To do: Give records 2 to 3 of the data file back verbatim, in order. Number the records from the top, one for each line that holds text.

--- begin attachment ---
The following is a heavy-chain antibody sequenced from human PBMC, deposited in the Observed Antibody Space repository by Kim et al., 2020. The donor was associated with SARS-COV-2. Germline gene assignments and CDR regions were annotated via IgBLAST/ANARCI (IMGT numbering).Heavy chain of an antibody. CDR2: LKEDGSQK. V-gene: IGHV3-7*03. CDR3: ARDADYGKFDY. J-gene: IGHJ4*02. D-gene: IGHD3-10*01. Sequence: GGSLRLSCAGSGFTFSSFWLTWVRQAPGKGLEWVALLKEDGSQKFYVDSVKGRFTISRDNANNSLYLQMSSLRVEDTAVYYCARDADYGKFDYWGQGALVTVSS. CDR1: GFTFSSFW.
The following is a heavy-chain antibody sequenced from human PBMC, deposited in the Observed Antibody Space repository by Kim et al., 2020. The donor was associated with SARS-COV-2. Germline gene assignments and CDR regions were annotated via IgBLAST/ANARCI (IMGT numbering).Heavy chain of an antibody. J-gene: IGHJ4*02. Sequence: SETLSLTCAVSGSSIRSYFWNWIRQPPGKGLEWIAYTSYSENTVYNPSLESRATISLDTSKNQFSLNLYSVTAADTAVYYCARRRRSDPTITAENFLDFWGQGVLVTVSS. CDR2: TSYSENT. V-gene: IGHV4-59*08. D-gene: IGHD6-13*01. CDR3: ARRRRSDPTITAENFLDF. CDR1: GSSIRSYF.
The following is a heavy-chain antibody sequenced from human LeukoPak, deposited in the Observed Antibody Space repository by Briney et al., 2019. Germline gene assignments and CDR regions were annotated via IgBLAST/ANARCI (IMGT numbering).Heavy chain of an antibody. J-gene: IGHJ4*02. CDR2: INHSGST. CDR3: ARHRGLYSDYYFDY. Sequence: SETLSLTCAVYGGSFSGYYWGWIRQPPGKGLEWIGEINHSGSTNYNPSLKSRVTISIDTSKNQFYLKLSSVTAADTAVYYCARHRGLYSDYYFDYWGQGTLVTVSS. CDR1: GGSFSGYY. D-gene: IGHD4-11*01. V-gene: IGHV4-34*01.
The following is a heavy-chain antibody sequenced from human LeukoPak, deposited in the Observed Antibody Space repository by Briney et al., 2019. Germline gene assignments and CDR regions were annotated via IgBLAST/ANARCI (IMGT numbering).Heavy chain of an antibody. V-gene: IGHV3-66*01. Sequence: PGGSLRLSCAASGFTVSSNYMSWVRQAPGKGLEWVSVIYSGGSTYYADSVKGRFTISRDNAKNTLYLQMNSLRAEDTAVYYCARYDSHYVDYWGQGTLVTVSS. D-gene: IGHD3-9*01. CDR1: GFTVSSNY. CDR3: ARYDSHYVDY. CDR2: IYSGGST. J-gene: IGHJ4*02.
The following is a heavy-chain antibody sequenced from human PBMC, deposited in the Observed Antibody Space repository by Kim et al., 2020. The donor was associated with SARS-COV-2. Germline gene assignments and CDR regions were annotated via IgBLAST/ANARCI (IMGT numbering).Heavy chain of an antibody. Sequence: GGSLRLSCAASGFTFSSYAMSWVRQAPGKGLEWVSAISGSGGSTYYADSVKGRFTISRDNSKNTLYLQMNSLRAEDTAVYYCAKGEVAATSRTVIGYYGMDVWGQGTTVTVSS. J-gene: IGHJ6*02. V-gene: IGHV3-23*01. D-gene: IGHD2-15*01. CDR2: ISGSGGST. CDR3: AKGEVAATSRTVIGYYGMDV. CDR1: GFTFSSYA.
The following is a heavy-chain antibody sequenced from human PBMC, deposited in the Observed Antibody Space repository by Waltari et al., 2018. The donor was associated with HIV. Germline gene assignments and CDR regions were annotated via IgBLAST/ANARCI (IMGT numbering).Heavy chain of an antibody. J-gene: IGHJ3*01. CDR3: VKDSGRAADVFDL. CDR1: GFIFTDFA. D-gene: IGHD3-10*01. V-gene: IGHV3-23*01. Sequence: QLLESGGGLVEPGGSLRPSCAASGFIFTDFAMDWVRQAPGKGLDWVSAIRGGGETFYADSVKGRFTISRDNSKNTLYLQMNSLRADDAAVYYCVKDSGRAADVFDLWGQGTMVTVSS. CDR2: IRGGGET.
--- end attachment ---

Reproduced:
The following is a heavy-chain antibody sequenced from human PBMC, deposited in the Observed Antibody Space repository by Kim et al., 2020. The donor was associated with SARS-COV-2. Germline gene assignments and CDR regions were annotated via IgBLAST/ANARCI (IMGT numbering).Heavy chain of an antibody. J-gene: IGHJ4*02. Sequence: SETLSLTCAVSGSSIRSYFWNWIRQPPGKGLEWIAYTSYSENTVYNPSLESRATISLDTSKNQFSLNLYSVTAADTAVYYCARRRRSDPTITAENFLDFWGQGVLVTVSS. CDR2: TSYSENT. V-gene: IGHV4-59*08. D-gene: IGHD6-13*01. CDR3: ARRRRSDPTITAENFLDF. CDR1: GSSIRSYF.
The following is a heavy-chain antibody sequenced from human LeukoPak, deposited in the Observed Antibody Space repository by Briney et al., 2019. Germline gene assignments and CDR regions were annotated via IgBLAST/ANARCI (IMGT numbering).Heavy chain of an antibody. J-gene: IGHJ4*02. CDR2: INHSGST. CDR3: ARHRGLYSDYYFDY. Sequence: SETLSLTCAVYGGSFSGYYWGWIRQPPGKGLEWIGEINHSGSTNYNPSLKSRVTISIDTSKNQFYLKLSSVTAADTAVYYCARHRGLYSDYYFDYWGQGTLVTVSS. CDR1: GGSFSGYY. D-gene: IGHD4-11*01. V-gene: IGHV4-34*01.